Life in the big (doctorow) Sat 28 Jul 01 14:27
Good answer, Jack! Thanks for the pointer to Albion's Children and Regeneration Through Violence -- I'll keep an eye out for 'em. Your novels have two things that unite them overall: violence and idiom. I want to get back to violence, soon, but let's talk about idiom now. Idiom's hard. It's hard to do "street" idiom when you're not on the street -- you risk coming off stilted in the fashion of an LDS morality- play/commercial ("Gee, Tommy! You think I can still be hep even if I don't puff reefer?"). It's hard to use invented idiom without losing your readers in the density of the prose ("I shoulda flippered the muzz-buzzer, but I dasn't for fear that his gum-buggers would look askance and invite me to the pheasant's grotto for light conversation and hot lashings of well-all- reet"). It's hard to do historical idiom without drowning your readers in the accuracy of your historicity or coming off as facile and glib. And all of them are risky because it's hard to tell if the thing that's making the story interesting is the *story* or the wordplay, hard to tell if you're drawing characters or using funny vocabulary. Yet, you manage it. You use invented idiom, street idiom and -- in Going, Going, Gone -- historical idiom, blended throughout your work. In Random Acts, the POV-character's idiom works like a scorecard, letting us know how far she's slid into barbarism as the novel progresses. What do you find so fascinating about idiom? Is it another Southern thing? A New York thing? More importantly, how do you know when your ear for idiom is true, when your words go from illuminating to obscuring?
Jack Womack (jack-womack) Sat 28 Jul 01 20:39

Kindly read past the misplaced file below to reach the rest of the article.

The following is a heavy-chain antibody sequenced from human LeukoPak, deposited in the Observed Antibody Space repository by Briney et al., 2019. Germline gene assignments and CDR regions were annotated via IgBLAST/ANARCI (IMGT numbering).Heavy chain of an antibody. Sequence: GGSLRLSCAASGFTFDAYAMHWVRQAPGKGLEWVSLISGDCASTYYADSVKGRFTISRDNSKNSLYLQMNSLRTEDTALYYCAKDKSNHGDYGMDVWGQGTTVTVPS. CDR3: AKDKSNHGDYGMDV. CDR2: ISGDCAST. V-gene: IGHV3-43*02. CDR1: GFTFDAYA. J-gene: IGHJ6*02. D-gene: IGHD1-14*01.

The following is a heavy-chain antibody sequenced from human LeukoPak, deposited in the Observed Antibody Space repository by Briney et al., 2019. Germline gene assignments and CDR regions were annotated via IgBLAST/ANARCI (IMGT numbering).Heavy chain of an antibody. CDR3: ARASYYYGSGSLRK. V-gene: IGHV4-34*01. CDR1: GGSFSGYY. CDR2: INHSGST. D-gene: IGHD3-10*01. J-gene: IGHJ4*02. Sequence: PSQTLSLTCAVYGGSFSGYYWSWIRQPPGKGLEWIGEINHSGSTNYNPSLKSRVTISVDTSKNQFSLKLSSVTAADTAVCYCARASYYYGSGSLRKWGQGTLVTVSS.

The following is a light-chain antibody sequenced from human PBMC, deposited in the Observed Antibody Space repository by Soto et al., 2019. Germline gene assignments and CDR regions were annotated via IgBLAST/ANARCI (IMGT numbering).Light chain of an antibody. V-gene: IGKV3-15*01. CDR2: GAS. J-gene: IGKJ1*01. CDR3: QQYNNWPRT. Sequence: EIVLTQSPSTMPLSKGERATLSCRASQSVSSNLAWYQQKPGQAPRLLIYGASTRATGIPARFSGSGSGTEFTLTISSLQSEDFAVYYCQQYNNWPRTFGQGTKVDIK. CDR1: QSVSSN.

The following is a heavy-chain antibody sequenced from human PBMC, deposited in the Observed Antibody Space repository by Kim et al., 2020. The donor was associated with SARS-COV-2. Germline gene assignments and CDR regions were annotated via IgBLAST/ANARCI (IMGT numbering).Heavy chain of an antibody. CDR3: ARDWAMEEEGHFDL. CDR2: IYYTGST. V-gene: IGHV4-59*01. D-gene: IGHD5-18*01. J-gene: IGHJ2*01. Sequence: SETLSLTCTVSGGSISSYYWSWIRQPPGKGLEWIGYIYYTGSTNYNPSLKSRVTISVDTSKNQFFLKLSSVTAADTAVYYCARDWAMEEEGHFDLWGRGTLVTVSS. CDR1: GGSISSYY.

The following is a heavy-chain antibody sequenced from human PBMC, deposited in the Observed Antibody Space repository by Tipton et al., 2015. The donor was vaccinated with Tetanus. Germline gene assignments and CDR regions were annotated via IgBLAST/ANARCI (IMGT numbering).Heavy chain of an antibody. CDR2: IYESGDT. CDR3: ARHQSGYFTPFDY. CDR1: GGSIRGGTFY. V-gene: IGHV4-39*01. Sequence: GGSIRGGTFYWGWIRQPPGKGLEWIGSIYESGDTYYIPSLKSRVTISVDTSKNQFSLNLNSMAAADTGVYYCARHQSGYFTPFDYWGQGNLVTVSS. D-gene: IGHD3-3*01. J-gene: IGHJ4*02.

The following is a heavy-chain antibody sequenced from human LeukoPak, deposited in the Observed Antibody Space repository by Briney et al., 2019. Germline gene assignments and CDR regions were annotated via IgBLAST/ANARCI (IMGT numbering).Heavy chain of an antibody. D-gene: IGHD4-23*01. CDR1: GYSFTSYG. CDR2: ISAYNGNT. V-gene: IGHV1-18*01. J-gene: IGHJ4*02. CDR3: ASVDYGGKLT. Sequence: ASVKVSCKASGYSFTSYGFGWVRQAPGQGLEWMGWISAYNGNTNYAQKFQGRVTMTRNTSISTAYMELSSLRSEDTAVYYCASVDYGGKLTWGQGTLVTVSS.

Idiom's easy, comedy's hard. The main reason I throttled English into so many different variations is simply because it seemed to me the easiest way to both provide the implication that the characters think in the same way they speak (I was once told that my people sounded believable as future-speakers in that they all spoke "as if they were binary." I have absolutely no idea what he meant) and, at the same time, a method through which I can employ any number of otherwise unobtainable literary effects. RANDOM ACTS is the first title, chronologically, in the series and through the voice of the narrator Lola the reader becomes gradually able to follow the language shift, and should thereafter shouldn't have trouble (or as much trouble) understanding the narrators in AMBIENT and TERRAPLANE. (HEATHERN is told entirely in English, although the conversational shift is underway, in places) ELVISSEY is the language at its deepest development, and will probably always be the most challenging. Sometimes even I have to look twice to see what I meant. The only guideline I can give as to how do I know when the thing sounds right is that when it does, it does. It's like jazz, if you can't hear it the way you should, then you won't. Accounts for quite a number of tone-deaf writers past and present. Accounts for a lot of dialogue in the old TV show DRAGNET along the lines of "Acid is groovy,kill the pigs." Accounts for a lot of would-be Raymond Chandlers who wind up more like would-be Harry Stephen Keelers (with as much success). Accounts for why Republicans who try to sound like Democrats, and vice versa, never quite do. Although my love of fiddling probably originated with my fondness for Joyce, the ultimate source of my love of idiom, argot, jargon, nonce words, slang, etc. arises from George Herriman's KRAZY KAT and Walt Kelly's POGO.